Scope of Influence

The various actors (interest groups, professional organizations, social movements, the military, and bureaucratic agencies) have different influences throughout various stages of policy-making. It is important to note that the influence of each of these actors can change depending on the specific policy issue and the political context.
Stage 1: Agenda-setting
Interest groups, such as corporations and trade associations, are well-organized and often have significant financial resources, which they can use to lobby elected officials and shape public opinion. This can give them significant influence in the agenda-setting stage.
Professional organizations, such as the American Medical Association or the National Education Association, can also influence the agenda-setting stage by representing the interests of specific professions and advocating for policies that benefit their members.
Social movements, such as the Civil Rights Movement or the Environmental Movement, can influence the agenda-setting stage by raising public awareness, mobilizing citizens, and putting pressure on elected officials to take action on a particular issue.
The military can also influence the agenda-setting stage by raising national security concerns and advocating for policies related to defense and foreign affairs.
Bureaucratic agencies, such as the Environmental Protection Agency or the Department of Defense, can also play a role in the agenda-setting stage by proposing new policies or regulations, conducting research, and providing expertise to elected officials.
Step 2: Policy formation and budgeting
Apart from the approaches to exert pressure over policy-makers, various actors can influence policy formation through budgeting. They all can advocate for budgeting for the causes that interest them, but some power is usually vested in bureaucratic agencies as they can propose budgets and make recommendations for the allocation of resources.
Step 3: Adoption
This is the stage where a particular policy officially becomes law. This stage typically involves a vote by a legislative body, such as the U.S. Congress or a state legislature.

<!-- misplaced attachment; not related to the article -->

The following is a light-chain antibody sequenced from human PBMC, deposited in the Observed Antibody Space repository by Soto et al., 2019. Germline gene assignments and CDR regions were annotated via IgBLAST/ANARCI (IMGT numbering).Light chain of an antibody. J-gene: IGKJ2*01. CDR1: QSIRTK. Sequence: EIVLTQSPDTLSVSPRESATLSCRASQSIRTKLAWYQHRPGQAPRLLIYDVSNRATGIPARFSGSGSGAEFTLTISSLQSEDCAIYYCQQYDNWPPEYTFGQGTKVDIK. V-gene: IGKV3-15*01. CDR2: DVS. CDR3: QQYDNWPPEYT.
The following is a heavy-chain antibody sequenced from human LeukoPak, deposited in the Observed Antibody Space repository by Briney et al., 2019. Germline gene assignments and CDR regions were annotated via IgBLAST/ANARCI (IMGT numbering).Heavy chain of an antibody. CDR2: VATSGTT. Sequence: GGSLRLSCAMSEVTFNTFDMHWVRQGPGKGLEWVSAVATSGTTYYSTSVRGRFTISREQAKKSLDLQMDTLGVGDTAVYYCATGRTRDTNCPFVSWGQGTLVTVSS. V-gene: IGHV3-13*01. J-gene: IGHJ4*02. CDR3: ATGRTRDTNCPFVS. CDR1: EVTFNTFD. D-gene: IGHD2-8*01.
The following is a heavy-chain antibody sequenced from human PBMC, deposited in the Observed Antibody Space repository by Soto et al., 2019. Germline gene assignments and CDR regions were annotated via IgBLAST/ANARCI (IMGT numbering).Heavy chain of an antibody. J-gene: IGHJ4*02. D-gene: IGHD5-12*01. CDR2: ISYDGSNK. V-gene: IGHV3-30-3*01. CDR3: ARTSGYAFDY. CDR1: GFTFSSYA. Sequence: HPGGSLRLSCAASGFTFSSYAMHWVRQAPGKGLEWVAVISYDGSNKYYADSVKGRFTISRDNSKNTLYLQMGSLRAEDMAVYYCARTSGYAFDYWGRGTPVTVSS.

Groups outside of governmental institutions can influence the voting stage by advocating for candidates or political positions that align with their specific issue areas and goals. Conversely, bureaucratic agencies are not typically involved in directly influencing the voting stage, as they are non-partisan and neutral in political matters.
Step 4: Implementation
Interest groups, professional organizations, and social movements can again utilize their political pressure approaches at this stage. The military has a strong influence on national security policies and the allocation of resources related to defense. Bureaucratic agencies, particularly those directly responsible for implementing policies (e.g., the Environmental Protection Agency, the Department of Homeland Security, the Department of Justice, etc.), have significant influence through their control over the administrative processes and enforcement of policies.
Step 5: Evaluation
Interest groups and bureaucratic agencies have greater influence because they can play a key role by collecting and analyzing data on the implementation and outcomes of policies. This information can then be used to inform future policy decisions and improve the effectiveness of policy implementation.

Policy Shifts

During elections, parties present their policies and platforms to the voters, and the voters choose the party and candidate they believe will best serve their interests. When a party wins an election and forms the government, it is responsible for implementing the policies it promised during the campaign.
Policy shifts or initiatives, such as changes to tax laws, social welfare programs, or foreign policies, can have a significant impact on voters and their opinions of the political parties. These changes can sometimes lead to political realignments, where voting constituencies switch their support from one party to another, based on how well the parties address their concerns and priorities. Political realignments can result in long-term changes in the political landscape and can shape the direction of a country for years to come.
Over the years, there have been several examples of this principle:
In the 1930s, the Great Depression led to significant policy shifts under President Franklin D. Roosevelt's New Deal, which aimed to provide relief, recovery, and reform. This resulted in a realignment of voting constituencies, with many working-class and urban voters switching their support from the Republican Party to the Democratic Party, known as the New Deal Realignment.
In the 1980s, President Ronald Reagan's conservative policies, including tax cuts, deregulation, and a strong national defense, resulted in a realignment of voting constituencies, with many traditionally Democratic voters switching their support to the Republican Party.